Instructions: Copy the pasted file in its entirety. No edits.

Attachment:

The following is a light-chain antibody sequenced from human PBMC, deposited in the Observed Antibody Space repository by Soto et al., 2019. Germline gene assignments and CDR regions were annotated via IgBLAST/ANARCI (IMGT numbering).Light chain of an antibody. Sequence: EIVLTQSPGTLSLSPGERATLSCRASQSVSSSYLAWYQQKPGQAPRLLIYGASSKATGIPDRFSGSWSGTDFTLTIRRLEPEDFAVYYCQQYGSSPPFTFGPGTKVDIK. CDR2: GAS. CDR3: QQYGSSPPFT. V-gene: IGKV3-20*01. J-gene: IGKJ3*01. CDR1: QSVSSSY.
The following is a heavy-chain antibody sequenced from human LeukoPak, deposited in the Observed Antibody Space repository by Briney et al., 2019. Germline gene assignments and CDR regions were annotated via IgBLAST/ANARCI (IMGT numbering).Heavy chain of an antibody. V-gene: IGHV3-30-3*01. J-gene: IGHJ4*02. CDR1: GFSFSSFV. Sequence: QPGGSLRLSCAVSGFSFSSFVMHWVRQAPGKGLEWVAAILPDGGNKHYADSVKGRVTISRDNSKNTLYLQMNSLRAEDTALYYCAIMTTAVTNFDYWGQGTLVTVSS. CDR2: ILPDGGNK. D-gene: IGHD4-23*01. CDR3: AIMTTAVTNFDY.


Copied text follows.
The following is a light-chain antibody sequenced from human PBMC, deposited in the Observed Antibody Space repository by Soto et al., 2019. Germline gene assignments and CDR regions were annotated via IgBLAST/ANARCI (IMGT numbering).Light chain of an antibody. Sequence: EIVLTQSPGTLSLSPGERATLSCRASQSVSSSYLAWYQQKPGQAPRLLIYGASSKATGIPDRFSGSWSGTDFTLTIRRLEPEDFAVYYCQQYGSSPPFTFGPGTKVDIK. CDR2: GAS. CDR3: QQYGSSPPFT. V-gene: IGKV3-20*01. J-gene: IGKJ3*01. CDR1: QSVSSSY.
The following is a heavy-chain antibody sequenced from human LeukoPak, deposited in the Observed Antibody Space repository by Briney et al., 2019. Germline gene assignments and CDR regions were annotated via IgBLAST/ANARCI (IMGT numbering).Heavy chain of an antibody. V-gene: IGHV3-30-3*01. J-gene: IGHJ4*02. CDR1: GFSFSSFV. Sequence: QPGGSLRLSCAVSGFSFSSFVMHWVRQAPGKGLEWVAAILPDGGNKHYADSVKGRVTISRDNSKNTLYLQMNSLRAEDTALYYCAIMTTAVTNFDYWGQGTLVTVSS. CDR2: ILPDGGNK. D-gene: IGHD4-23*01. CDR3: AIMTTAVTNFDY.